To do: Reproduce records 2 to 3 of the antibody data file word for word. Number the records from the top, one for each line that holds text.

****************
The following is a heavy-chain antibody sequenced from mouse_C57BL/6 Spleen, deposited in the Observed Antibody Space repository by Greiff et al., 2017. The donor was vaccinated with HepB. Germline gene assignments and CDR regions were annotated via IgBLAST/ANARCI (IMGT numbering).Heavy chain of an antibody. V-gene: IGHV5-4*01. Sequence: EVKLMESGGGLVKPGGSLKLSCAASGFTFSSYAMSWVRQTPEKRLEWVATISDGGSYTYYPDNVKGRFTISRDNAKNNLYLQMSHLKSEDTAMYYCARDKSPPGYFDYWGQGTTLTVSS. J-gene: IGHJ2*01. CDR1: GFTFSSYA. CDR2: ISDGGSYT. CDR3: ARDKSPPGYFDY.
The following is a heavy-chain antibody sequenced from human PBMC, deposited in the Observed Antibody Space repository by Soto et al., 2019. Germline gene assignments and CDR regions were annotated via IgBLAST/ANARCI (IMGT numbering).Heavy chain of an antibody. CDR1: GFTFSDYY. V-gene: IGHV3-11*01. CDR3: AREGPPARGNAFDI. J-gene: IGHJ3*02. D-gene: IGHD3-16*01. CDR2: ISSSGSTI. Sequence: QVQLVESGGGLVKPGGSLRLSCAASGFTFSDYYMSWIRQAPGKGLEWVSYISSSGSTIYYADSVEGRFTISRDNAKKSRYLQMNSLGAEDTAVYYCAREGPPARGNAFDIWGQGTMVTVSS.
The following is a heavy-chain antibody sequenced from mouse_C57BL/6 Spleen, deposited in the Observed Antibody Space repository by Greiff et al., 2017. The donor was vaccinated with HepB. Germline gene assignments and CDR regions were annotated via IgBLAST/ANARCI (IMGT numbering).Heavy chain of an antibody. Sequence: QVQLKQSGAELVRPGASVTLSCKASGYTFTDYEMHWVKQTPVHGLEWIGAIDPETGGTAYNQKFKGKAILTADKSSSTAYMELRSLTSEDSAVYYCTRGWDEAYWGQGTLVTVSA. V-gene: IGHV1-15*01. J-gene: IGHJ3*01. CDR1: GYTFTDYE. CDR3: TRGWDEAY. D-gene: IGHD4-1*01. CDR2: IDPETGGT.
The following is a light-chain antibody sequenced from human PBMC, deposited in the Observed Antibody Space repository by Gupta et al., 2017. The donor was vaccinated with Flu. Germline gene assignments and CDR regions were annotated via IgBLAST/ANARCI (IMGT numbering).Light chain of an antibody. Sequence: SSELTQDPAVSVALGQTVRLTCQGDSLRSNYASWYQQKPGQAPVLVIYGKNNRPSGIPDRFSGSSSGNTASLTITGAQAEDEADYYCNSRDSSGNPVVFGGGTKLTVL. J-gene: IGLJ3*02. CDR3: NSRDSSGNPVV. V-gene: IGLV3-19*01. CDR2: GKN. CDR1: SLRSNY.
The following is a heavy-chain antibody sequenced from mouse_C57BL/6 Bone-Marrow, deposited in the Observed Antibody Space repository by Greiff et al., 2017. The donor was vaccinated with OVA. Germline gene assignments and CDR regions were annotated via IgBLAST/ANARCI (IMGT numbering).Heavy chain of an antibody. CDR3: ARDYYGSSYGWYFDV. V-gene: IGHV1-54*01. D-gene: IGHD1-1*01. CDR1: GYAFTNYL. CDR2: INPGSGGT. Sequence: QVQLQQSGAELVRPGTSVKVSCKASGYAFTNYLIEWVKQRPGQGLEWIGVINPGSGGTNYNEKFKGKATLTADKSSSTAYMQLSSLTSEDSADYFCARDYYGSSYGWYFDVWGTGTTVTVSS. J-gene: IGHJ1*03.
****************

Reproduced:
The following is a heavy-chain antibody sequenced from human PBMC, deposited in the Observed Antibody Space repository by Soto et al., 2019. Germline gene assignments and CDR regions were annotated via IgBLAST/ANARCI (IMGT numbering).Heavy chain of an antibody. CDR1: GFTFSDYY. V-gene: IGHV3-11*01. CDR3: AREGPPARGNAFDI. J-gene: IGHJ3*02. D-gene: IGHD3-16*01. CDR2: ISSSGSTI. Sequence: QVQLVESGGGLVKPGGSLRLSCAASGFTFSDYYMSWIRQAPGKGLEWVSYISSSGSTIYYADSVEGRFTISRDNAKKSRYLQMNSLGAEDTAVYYCAREGPPARGNAFDIWGQGTMVTVSS.
The following is a heavy-chain antibody sequenced from mouse_C57BL/6 Spleen, deposited in the Observed Antibody Space repository by Greiff et al., 2017. The donor was vaccinated with HepB. Germline gene assignments and CDR regions were annotated via IgBLAST/ANARCI (IMGT numbering).Heavy chain of an antibody. Sequence: QVQLKQSGAELVRPGASVTLSCKASGYTFTDYEMHWVKQTPVHGLEWIGAIDPETGGTAYNQKFKGKAILTADKSSSTAYMELRSLTSEDSAVYYCTRGWDEAYWGQGTLVTVSA. V-gene: IGHV1-15*01. J-gene: IGHJ3*01. CDR1: GYTFTDYE. CDR3: TRGWDEAY. D-gene: IGHD4-1*01. CDR2: IDPETGGT.